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Despite Its High P/E Ratio, Is BB&T Corporation (NYSE:BBT) Still Undervalued?

Simply Wall St

This article is written for those who want to get better at using price to earnings ratios (P/E ratios). We'll apply a basic P/E ratio analysis to BB&T Corporation's (NYSE:BBT), to help you decide if the stock is worth further research. BB&T has a P/E ratio of 13.65, based on the last twelve months. In other words, at today's prices, investors are paying $13.65 for every $1 in prior year profit.

Check out our latest analysis for BB&T

How Do You Calculate BB&T's P/E Ratio?

The formula for price to earnings is:

Price to Earnings Ratio = Price per Share ÷ Earnings per Share (EPS)

Or for BB&T:

P/E of 13.65 = $54.94 ÷ $4.02 (Based on the trailing twelve months to September 2019.)

Is A High P/E Ratio Good?

A higher P/E ratio means that investors are paying a higher price for each $1 of company earnings. That isn't a good or a bad thing on its own, but a high P/E means that buyers have a higher opinion of the business's prospects, relative to stocks with a lower P/E.

Does BB&T Have A Relatively High Or Low P/E For Its Industry?

The P/E ratio indicates whether the market has higher or lower expectations of a company. You can see in the image below that the average P/E (12.7) for companies in the banks industry is lower than BB&T's P/E.

NYSE:BBT Price Estimation Relative to Market, November 10th 2019

That means that the market expects BB&T will outperform other companies in its industry. Clearly the market expects growth, but it isn't guaranteed. So further research is always essential. I often monitor director buying and selling.

How Growth Rates Impact P/E Ratios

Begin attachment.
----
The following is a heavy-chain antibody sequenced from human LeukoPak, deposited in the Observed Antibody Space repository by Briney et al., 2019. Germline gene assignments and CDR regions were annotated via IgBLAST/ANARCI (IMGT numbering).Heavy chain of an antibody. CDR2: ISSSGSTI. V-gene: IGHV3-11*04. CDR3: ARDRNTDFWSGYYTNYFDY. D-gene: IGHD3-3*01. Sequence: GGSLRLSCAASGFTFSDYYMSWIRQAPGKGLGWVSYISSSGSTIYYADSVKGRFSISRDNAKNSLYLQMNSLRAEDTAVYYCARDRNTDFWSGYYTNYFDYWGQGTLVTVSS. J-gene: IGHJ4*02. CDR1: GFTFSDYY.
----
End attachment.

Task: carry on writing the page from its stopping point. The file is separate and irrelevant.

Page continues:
Earnings growth rates have a big influence on P/E ratios. Earnings growth means that in the future the 'E' will be higher. That means unless the share price increases, the P/E will reduce in a few years. And as that P/E ratio drops, the company will look cheap, unless its share price increases.

BB&T's earnings per share grew by -7.1% in the last twelve months. And it has bolstered its earnings per share by 7.9% per year over the last five years.

Remember: P/E Ratios Don't Consider The Balance Sheet

It's important to note that the P/E ratio considers the market capitalization, not the enterprise value. That means it doesn't take debt or cash into account. Theoretically, a business can improve its earnings (and produce a lower P/E in the future) by investing in growth. That means taking on debt (or spending its cash).

Such expenditure might be good or bad, in the long term, but the point here is that the balance sheet is not reflected by this ratio.

How Does BB&T's Debt Impact Its P/E Ratio?

BB&T's net debt is 74% of its market cap. This is enough debt that you'd have to make some adjustments before using the P/E ratio to compare it to a company with net cash.

The Bottom Line On BB&T's P/E Ratio

BB&T's P/E is 13.7 which is below average (18.2) in the US market. The meaningful debt load is probably contributing to low expectations, even though it has improved earnings recently.

When the market is wrong about a stock, it gives savvy investors an opportunity. If it is underestimating a company, investors can make money by buying and holding the shares until the market corrects itself. So this free visualization of the analyst consensus on future earnings could help you make the right decision about whether to buy, sell, or hold.

Of course, you might find a fantastic investment by looking at a few good candidates. So take a peek at this free list of companies with modest (or no) debt, trading on a P/E below 20.

We aim to bring you long-term focused research analysis driven by fundamental data. Note that our analysis may not factor in the latest price-sensitive company announcements or qualitative material.

If you spot an error that warrants correction, please contact the editor at editorial-team@simplywallst.com. This article by Simply Wall St is general in nature. It does not constitute a recommendation to buy or sell any stock, and does not take account of your objectives, or your financial situation. Simply Wall St has no position in the stocks mentioned. Thank you for reading.